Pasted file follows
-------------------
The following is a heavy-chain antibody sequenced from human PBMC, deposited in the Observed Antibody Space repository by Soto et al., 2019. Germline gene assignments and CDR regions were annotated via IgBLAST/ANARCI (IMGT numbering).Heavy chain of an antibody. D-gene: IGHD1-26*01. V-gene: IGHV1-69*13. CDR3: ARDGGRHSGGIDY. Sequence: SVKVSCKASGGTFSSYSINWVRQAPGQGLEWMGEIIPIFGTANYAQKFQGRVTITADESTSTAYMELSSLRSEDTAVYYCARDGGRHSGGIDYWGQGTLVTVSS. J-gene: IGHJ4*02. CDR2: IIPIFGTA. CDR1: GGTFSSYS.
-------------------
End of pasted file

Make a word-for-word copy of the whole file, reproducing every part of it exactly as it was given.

The following is a heavy-chain antibody sequenced from human PBMC, deposited in the Observed Antibody Space repository by Soto et al., 2019. Germline gene assignments and CDR regions were annotated via IgBLAST/ANARCI (IMGT numbering).Heavy chain of an antibody. D-gene: IGHD1-26*01. V-gene: IGHV1-69*13. CDR3: ARDGGRHSGGIDY. Sequence: SVKVSCKASGGTFSSYSINWVRQAPGQGLEWMGEIIPIFGTANYAQKFQGRVTITADESTSTAYMELSSLRSEDTAVYYCARDGGRHSGGIDYWGQGTLVTVSS. J-gene: IGHJ4*02. CDR2: IIPIFGTA. CDR1: GGTFSSYS.